26. Faraday’s Law • As the bar moves there is a change in the magnetic flux • Faraday’s Law • Newton’s Law to find velocity

  27. Inductance • When a current is a loop of wire changes with time an emf will be produced as a result of Faraday’s Law • This is because a current that is changing in time will cause the magnetic flux to change in time • Inductance is a measurement of how much opposition the loop offers to a change in the current of the loop. • Similar to capacitance its value is based upon the geometry of the inductor • The inductance of a solenoid: • Mutual Inductance allows us to relate the induced emf in a coil to the changing source current in a nearby coil:

  28. Inductance • Consider a uniformly wound solenoid having N turns and a length L. Assume L is much longer than the radius of the windings and the core of the solenoid is air. • Part A: Find the inductance of the solenoid • **Remember inductance is the L value**

  29. Inductance • Before the current is turned on there is no magnetic field in the solenoid. But when the current is turned a magnetic field will be created over some time interval • A changing magnetic field means there is a changing magnetic flux • Since there are N turns we have • From Faraday’s Law • Thus the inductance of the system is:

  30. Alternating Current • RMS Current and Voltage • If an AC circuit consists of only a resistor and a source, then the current is in phase with the voltage • If an AC circuit consists of only a inductor and a source, then the current lags the voltage • If an AC circuit consists of a capacitor and a source, then the current leads the voltage

  31. Alternating Current • The Impedance of an RLC Circuit: • The angle between the applied voltage vector and current is called the phase angle: • The RMS Current for RLC Circuit: • Power of an AC Circuit • The maximum rms current value occurs at the resonance frequency. This is the frequency at which

  32. Alternating Current • A: Find the inductive reactance, capacitive reactance, and the impedance. • B: Find the maximum current in the circuit. • C: Find the phase angle between the current and voltage. • D: Find the maximum voltage across each element.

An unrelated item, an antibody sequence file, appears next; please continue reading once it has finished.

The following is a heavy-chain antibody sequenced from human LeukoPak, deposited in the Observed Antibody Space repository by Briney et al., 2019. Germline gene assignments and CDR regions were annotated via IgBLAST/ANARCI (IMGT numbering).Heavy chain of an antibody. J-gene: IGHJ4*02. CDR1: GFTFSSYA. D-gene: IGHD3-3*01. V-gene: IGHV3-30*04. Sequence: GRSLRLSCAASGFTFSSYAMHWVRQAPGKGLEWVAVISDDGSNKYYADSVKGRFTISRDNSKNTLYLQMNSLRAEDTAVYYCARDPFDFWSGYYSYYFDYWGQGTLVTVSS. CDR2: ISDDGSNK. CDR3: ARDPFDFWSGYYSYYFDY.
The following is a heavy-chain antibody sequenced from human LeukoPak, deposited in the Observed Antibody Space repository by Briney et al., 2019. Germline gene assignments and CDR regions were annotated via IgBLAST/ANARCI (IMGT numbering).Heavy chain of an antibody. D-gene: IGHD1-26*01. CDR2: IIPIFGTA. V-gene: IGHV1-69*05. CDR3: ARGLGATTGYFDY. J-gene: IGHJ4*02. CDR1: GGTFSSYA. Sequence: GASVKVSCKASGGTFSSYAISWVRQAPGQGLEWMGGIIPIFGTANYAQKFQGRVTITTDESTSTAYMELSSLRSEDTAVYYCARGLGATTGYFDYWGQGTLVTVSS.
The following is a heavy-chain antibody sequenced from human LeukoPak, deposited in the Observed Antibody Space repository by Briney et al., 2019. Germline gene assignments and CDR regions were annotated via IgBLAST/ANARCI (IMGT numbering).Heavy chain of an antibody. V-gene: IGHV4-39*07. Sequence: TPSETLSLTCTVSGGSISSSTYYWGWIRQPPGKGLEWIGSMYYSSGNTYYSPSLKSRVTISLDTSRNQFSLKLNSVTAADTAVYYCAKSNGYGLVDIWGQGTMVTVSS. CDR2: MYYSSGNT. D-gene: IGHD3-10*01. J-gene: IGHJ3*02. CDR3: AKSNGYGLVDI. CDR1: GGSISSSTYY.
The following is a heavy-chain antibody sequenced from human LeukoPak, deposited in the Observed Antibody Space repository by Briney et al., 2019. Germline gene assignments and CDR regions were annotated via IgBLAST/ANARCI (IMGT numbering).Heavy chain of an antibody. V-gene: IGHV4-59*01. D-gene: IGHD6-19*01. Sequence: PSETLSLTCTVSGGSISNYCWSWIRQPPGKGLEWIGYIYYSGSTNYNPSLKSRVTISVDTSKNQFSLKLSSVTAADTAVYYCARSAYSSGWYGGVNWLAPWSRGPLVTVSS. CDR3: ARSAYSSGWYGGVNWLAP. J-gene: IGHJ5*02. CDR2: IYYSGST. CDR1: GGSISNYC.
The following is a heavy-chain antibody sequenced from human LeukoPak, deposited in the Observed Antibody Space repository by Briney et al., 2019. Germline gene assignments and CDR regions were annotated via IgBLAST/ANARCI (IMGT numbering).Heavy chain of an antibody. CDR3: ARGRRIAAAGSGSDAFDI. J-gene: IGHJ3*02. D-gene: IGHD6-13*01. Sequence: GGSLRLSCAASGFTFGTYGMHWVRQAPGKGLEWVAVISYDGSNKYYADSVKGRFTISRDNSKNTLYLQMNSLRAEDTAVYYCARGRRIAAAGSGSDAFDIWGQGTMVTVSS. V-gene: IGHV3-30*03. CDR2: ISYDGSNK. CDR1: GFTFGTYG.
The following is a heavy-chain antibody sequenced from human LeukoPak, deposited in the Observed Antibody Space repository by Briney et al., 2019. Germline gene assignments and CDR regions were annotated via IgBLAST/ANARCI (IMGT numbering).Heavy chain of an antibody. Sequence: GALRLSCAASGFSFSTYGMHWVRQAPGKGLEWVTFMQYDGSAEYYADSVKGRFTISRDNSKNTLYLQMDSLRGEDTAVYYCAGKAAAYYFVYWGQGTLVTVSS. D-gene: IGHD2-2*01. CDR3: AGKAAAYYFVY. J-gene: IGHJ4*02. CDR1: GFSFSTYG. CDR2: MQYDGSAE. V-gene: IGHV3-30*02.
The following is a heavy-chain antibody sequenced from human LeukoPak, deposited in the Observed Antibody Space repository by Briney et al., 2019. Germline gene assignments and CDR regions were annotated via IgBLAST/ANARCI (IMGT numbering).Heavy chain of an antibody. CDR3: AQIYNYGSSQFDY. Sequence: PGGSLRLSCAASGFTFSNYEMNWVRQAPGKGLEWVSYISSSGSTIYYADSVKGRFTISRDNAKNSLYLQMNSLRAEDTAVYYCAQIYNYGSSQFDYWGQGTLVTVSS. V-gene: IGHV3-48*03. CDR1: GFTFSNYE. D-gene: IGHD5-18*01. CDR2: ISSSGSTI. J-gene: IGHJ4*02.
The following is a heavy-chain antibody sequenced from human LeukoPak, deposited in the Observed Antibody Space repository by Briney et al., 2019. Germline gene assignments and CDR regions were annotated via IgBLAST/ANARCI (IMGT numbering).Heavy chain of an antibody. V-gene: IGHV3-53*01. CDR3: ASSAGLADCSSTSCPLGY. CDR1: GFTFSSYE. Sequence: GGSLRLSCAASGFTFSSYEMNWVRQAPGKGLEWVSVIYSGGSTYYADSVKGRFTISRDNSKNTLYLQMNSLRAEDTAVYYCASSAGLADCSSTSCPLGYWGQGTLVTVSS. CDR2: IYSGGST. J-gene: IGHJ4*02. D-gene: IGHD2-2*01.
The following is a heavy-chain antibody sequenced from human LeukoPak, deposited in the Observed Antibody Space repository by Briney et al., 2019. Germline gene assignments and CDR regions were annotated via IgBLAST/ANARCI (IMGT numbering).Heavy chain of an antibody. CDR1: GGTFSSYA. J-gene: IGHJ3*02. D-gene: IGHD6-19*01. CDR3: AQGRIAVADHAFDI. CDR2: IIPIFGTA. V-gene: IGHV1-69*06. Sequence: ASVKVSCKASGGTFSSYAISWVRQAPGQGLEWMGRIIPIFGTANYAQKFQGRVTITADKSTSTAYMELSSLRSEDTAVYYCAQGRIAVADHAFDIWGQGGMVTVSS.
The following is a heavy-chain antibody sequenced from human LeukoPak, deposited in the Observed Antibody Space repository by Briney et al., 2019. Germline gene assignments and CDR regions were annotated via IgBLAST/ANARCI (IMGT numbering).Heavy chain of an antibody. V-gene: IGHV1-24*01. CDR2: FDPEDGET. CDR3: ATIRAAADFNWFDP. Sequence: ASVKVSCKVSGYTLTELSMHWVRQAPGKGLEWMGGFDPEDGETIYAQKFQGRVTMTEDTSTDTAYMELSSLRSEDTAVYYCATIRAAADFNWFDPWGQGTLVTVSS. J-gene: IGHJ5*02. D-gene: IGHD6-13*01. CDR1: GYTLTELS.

33. Alternating Current • Find the inductive reactance, capacitive reactance, and the impedance. • Find angular frequency • Find inductive reactance • Find inductive capacitance • Find impedance

  34. Alternating Current • Find the maximum current in the circuit • Find the phase angle between the current and voltage • Find the maximum voltage across each element

  35. Electromagnetic Waves • Lorentz Force describes the force felt by a charged particle in the presence of both an electric and magnetic field: • Maxwell’s Equations • Electromagnetic waves are predicted by Maxwell’s equations. • Speed of Light

  36. Electromagnetic Waves • The relationship between the frequency and the wavelength of an electromagnetic wave: • The electric field and magnetic field are perpendicular to each other as well as the direction of propagation • The instantaneous magnitudes of E and B is given by the following equation: • Electromagnetic waves carry both energy and momentum • The Poynting vector represents the rate at which energy passes through a unit area by electromagnetic radiation ( in other words the power per unit area) • Wave Intensity

  37. Electromagnetic Waves • Start with the relationship between frequency and wavelength: • Use the relationship between frequency and period:

  38. Electromagnetic Waves • To find the magnitude use the relationship between E and B: • c • Since the wave is traveling in the x direction and the electric field is in the y direction, the magnetic field must be in the z direction. This is because the fields are perpendicular to each other as well as the direction of propagation.